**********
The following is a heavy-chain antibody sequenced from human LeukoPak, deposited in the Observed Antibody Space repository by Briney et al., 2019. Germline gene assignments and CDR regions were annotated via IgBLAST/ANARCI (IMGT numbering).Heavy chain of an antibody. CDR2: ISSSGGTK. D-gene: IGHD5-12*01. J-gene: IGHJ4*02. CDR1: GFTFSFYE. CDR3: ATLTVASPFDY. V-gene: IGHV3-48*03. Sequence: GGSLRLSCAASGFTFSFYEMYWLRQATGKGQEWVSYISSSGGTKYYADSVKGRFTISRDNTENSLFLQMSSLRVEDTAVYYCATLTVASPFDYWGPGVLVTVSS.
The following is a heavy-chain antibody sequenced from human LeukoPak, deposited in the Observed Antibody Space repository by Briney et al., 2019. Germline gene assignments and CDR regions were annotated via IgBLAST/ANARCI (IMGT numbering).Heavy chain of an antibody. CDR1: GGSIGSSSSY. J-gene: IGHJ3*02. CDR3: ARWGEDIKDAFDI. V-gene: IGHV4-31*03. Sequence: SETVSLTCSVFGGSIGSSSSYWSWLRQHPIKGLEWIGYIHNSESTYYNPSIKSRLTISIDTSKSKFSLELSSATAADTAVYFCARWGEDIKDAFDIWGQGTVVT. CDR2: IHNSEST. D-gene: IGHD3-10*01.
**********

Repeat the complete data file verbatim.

The following is a heavy-chain antibody sequenced from human LeukoPak, deposited in the Observed Antibody Space repository by Briney et al., 2019. Germline gene assignments and CDR regions were annotated via IgBLAST/ANARCI (IMGT numbering).Heavy chain of an antibody. CDR2: ISSSGGTK. D-gene: IGHD5-12*01. J-gene: IGHJ4*02. CDR1: GFTFSFYE. CDR3: ATLTVASPFDY. V-gene: IGHV3-48*03. Sequence: GGSLRLSCAASGFTFSFYEMYWLRQATGKGQEWVSYISSSGGTKYYADSVKGRFTISRDNTENSLFLQMSSLRVEDTAVYYCATLTVASPFDYWGPGVLVTVSS.
The following is a heavy-chain antibody sequenced from human LeukoPak, deposited in the Observed Antibody Space repository by Briney et al., 2019. Germline gene assignments and CDR regions were annotated via IgBLAST/ANARCI (IMGT numbering).Heavy chain of an antibody. CDR1: GGSIGSSSSY. J-gene: IGHJ3*02. CDR3: ARWGEDIKDAFDI. V-gene: IGHV4-31*03. Sequence: SETVSLTCSVFGGSIGSSSSYWSWLRQHPIKGLEWIGYIHNSESTYYNPSIKSRLTISIDTSKSKFSLELSSATAADTAVYFCARWGEDIKDAFDIWGQGTVVT. CDR2: IHNSEST. D-gene: IGHD3-10*01.